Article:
There is a lot of conversation about the minimum wage. Recently, many states and cities have enacted minimum wage increases, and the concept of a living wage is becoming more widespread. Plus, there is talk of increasing the federal minimum wage with the Raise the Wage Act of 2021. So why is the minimum wage on so many peoples’ minds? And what does that mean for workers and businesses across America? Read on to find out.

The Federal Minimum Wage Through History

The federal minimum wage for employment was introduced in 1933. It has increased gradually over the years, but it is not a scheduled increase. Congress must pass a bill, which the President must sign, to increase the minimum wage.

Currently, the federal minimum wage sits at $7.25/hour and has not been raised since 2009. The minimum wage for tipped employees is $2.13, but if those workers don’t reach up to $7.25/hour once tips are included, their employer must make up the difference. There are also sub-minimum wages for youth workers, full-time students, and disabled workers. The minimum wage’s purchasing power peaked in 1968 at $1.60/hour, the equivalent of $12/hour in 2019.

Raise the Wage Act of 2021

On January 26, 2021, Democrats in the House and Senate reintroduced a bill called the Raise the Wage Act. It was first introduced in the House in 2019 but never saw a vote in the Senate. The Raise the Wage Act would raise the federal minimum each year gradually until it hit $15/hour in June 2025. The Raise the Wage Act would also eliminate sub-minimum wages for youth and disabled workers. Under the Act, the minimum wage would continue to increase beyond $15 per hour at the same rate as the median hourly wage.

President Biden has voiced his support for raising the federal minimum wage and has included a call to increase it in his recent stimulus package. Of the issue, he recently said, “No one should work 40 hours a week and live in poverty. But it’s totally legitimate for small business owners to be concerned.” Currently individuals who earn the federal minimum wage make $15,080/year, which is only $2,200 above the federal poverty line for a single-person household and below the poverty line for households with 2 or more people. President Biden’s comments also speak to concerns that increasing the minimum wage could negatively impact small businesses, making it harder for them to stay afloat as they pay more in wages.

Potential Impacts of Raising the Minimum Wage

A few issues may come to mind with regards to increasing the minimum wage. The first is the impact on those making minimum wage. Would increasing the minimum wage lift more minimum-wage workers out of poverty? How many people would be affected? The second issue is the impact on businesses. How would they fund an increase to the minimum wage? Would some businesses be forced to reduce their workforce? And finally, there is the impact on the federal government. Would unemployment rates decrease or increase? Would this impact a potential budget deficit? Would spending on other programs be impacted? There are no easy answers, but many have tried to analyze the data to get more insight into these questions.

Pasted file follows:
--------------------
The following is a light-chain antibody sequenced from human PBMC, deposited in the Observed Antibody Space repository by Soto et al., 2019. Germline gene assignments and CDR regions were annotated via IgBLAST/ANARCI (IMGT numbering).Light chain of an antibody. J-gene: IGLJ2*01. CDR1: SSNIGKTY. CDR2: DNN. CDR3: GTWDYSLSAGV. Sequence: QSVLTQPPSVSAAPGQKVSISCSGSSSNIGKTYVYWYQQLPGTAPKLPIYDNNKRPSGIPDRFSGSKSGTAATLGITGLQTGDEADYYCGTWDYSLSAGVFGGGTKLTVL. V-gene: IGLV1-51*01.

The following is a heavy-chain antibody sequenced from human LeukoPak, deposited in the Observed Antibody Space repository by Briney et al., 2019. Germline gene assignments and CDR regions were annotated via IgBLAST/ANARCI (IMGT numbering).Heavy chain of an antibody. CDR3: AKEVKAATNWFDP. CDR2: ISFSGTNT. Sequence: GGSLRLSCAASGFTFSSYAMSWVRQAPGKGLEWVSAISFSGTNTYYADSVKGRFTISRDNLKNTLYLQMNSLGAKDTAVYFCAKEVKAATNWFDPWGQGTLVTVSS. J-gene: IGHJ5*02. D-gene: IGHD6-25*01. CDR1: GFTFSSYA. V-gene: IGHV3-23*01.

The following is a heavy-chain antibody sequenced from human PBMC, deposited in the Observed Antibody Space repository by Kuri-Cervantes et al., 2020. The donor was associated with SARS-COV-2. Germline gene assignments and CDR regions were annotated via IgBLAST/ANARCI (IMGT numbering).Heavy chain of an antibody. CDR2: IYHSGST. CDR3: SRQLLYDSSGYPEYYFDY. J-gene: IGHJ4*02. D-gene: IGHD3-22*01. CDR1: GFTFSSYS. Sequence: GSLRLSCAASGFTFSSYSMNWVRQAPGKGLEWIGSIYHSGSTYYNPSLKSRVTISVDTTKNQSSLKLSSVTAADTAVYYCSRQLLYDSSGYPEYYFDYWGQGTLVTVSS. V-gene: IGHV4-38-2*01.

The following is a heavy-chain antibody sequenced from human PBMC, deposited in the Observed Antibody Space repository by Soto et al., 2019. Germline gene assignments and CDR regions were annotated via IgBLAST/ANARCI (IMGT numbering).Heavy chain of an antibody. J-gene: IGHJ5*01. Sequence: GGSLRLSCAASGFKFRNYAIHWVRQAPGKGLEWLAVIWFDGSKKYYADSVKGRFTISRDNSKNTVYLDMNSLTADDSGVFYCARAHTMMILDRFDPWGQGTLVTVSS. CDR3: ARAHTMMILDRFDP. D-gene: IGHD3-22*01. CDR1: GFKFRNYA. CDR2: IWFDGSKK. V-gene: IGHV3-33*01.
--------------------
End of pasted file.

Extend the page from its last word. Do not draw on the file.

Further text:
The Congressional Budget Office (CBO) released a report on the budgetary effects of the Raise the Wage Act of 2021. In that report, they predict that the Raise the Wage Act would lift 900,000 people out of poverty, but the country would lose 1,400,000 jobs. They also address possible changes to federal spending, predicting that Medicare and Medicaid costs could increase because of increases in labor costs and enrollment by those who lost jobs. They expect higher spending on unemployment and Social Security, as some lose jobs or exit the labor force. They also anticipate decreased government spending on nutrition programs as some people earn more and no longer qualify for those programs.

However, not everyone agrees with the methodology employed in the CBO report. For example, the Economic Policy Institute conducted an analysis of the Raise the Wage Act and found that almost no jobs would be lost. Additionally, they did not have strong conclusions on how the minimum wage increase would be financed, while CBO assumed it would be primarily through price increases by businesses and reductions in business profits. This shows there are still some disagreements over the ultimate impacts of the proposed minimum wage increase.

The Future of the Minimum Wage

The Raise the Wage Act is moving through Congress at the end of February 2021, and its future is uncertain. If it passes, the federal minimum wage will increase to $9.50/hour this year. If it does not pass, it remains to be seen when there will be another attempt to increase the federal minimum wage. States and cities continue to pass minimum wage increases, both in Democratic and Republican-led areas, indicating there may be increasing support across the nation for minimum wage increases. Only time will tell if the federal minimum wage will increase in the next four years and by how much.

This piece is one of a series of blog posts aimed at providing general information to the public. To learn more about Wonolo’s mission of helping underserved people find work on their own terms, with jobs that fit their schedule, visit https://blog.wonolo.com/. Nothing in this post should be construed as legal advice, if you need legal advice, consult an attorney.

*Living wage and minimum wage are subject to change, these were the wages as of December 2020.